After years of being active in any computer related vocation, you gather a set of front-of-mind or go-to tools. In this short blog, I want to share which tools I am using to optimize my workflow and deliver above expectations.
This alternative to the built-in windows Notepad has been around for almost 2 decades already. It is by far my favourite tool. Its persisted tabs make it a digital alternative to too many paper notes on your desk. One of its best features is that the tabs stay open after you close and re-open it. Even after reboots, the tabs which were open, remain open. Another really neat feature is its built-in syntax highlighting, perfect for quickly having a look at my big SQL scripts toolbox without having to open a more heavyweight IDE. It’s also highly extendible with plug-in support and a built-in plugin manager. Yes, there’s even a plug-in for ABAP syntax highlighting!
How I use Notepad++:
for quickly scribbling down something during meetings
as an extended clipboard
to open any text-based files (CSV, SQL, …)
OneNote excels in its quick and easy usage. This tool offers a more long-term storage of notes and knowledge. After having used many different alternatives, this is the one that has stuck around. You can also share your OneNote notebooks with different people, and it even has a team integration.
How I use OneNote:
Documenting solutions for issues (so I don’t re-invent my own solutions)
Organizing my running project (analysis, testing, open questions, …)
Storing my knowledge
There are many versions of diagram software on the market. The most popular being Microsoft Visio, but the price tag often makes it less accessible. As a free alternative, I discovered Draw.io about 3 years ago – a browser-based, open-source diagram software. It also has a desktop version which can be easily installed. Though it’s not as feature-rich as its paid alternatives, it’s a free tool that anyone can easily access thanks to it being browser based.
How I use Draw.io:
During meetings to make a quick diagram for visualizing a problem/process
To quickly draw out a process/structure
Price: Free / €6.95 pm Website: https://lucid.app/
As opposed to Draw.io, Lucidchart is a paid tool (unless you don’t mind only making 3 diagrams). For that money you do get a diagram software with a lot more advanced features and a more user-friendly experience. This tool makes it a breeze to make large diagrams easy to maintain and navigate.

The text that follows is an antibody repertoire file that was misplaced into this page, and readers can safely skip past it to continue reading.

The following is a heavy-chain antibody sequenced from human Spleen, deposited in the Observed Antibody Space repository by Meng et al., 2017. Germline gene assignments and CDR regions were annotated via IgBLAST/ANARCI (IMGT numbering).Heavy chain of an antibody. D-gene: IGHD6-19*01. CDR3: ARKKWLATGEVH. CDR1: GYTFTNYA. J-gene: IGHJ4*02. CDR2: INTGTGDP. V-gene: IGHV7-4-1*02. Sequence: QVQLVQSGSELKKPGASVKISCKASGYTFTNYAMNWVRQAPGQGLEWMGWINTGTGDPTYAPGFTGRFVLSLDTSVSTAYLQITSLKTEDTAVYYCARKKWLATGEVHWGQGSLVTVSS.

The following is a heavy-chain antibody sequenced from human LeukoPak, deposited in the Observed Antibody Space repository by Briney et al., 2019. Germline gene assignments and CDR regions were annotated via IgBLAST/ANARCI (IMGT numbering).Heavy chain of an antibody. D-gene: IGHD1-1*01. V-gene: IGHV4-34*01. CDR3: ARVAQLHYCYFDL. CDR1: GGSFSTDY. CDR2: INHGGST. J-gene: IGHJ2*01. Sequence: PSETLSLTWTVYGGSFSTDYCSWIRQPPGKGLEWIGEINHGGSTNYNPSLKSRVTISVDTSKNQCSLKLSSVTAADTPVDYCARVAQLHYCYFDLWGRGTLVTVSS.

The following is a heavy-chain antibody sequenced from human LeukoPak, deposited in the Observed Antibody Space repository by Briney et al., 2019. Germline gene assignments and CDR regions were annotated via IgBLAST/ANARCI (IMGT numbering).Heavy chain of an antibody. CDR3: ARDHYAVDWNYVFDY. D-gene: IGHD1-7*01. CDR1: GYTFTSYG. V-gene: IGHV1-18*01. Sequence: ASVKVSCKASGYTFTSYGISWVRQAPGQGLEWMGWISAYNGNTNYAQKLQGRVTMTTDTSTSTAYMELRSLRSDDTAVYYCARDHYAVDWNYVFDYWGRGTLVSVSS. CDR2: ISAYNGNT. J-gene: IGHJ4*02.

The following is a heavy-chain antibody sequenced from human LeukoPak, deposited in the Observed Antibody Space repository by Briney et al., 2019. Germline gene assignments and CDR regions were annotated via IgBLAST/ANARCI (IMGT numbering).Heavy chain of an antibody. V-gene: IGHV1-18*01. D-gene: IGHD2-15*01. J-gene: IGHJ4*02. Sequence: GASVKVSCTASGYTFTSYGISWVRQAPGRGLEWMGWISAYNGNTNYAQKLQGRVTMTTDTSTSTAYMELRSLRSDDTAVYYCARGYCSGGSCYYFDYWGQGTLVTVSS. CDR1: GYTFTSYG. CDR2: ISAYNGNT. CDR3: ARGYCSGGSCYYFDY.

How I use Lucidchart:
For Blueprinting developments (CDS models, drawing out program logic, …)
For documenting the above
Integration into Confluence
DBeaver Community version
Price: Free Website: https://dbeaver.io/
Though I mainly work with SAP HANA, and there are dedicated tools from SAP for working with a HANA database, I often find that using the same application to write ad-hoc queries and doing development becomes a mess. When not using the dedicated SAP HANA studio to write a query, I will revert to DBeaver, which supports a lot more than only SAP HANA :). Under the hood it’s built on the popular IDE Eclipse. Additionally, you can build your query by drag-and-drop – perfect for when you have tables with field names which seem to have been written by a cat running over a keyboard.
How I use DBeaver:
Browsing through SAP HANA tables
Writing and executing ad-hoc queries
Price: Free Website: https://trello.com/
There are times when questions and requests flow into my mailbox too fast, or when I need to keep track of an important task which is not noted down in a project tracking software. I used to try and memorize everything. When that didn’t work, I started to use sticky notes. But neither of them seemed to really work for me. Ever since I discovered Trello, I’ve been able to cut down a lot on these tasks that “fell off the table”. It has also created more peace-of-mind as I track everything in this tool and no longer need to memorize my tasks.
How I use Trello:
Tracking tasks that I need to do
Making sure I don’t forget a task where I’m waiting on a response or follow-up from someone else
Trello is a really powerful tool that can not only be used for task management, but for a lot of other cool things as well. One use I found was for keeping a gift list for my family and friends.
If you register for Trello, be sure to sign up for their newsletter. They usually have quite interesting topics in their newsletters.
Now you know which tools I like to use on a daily basis to add value to projects I work on. Of course there are a plethora of tools out there I don’t know of (yet). Maybe you are using a very helpful tool I should know about – so please feel free to share your favourite tool with me!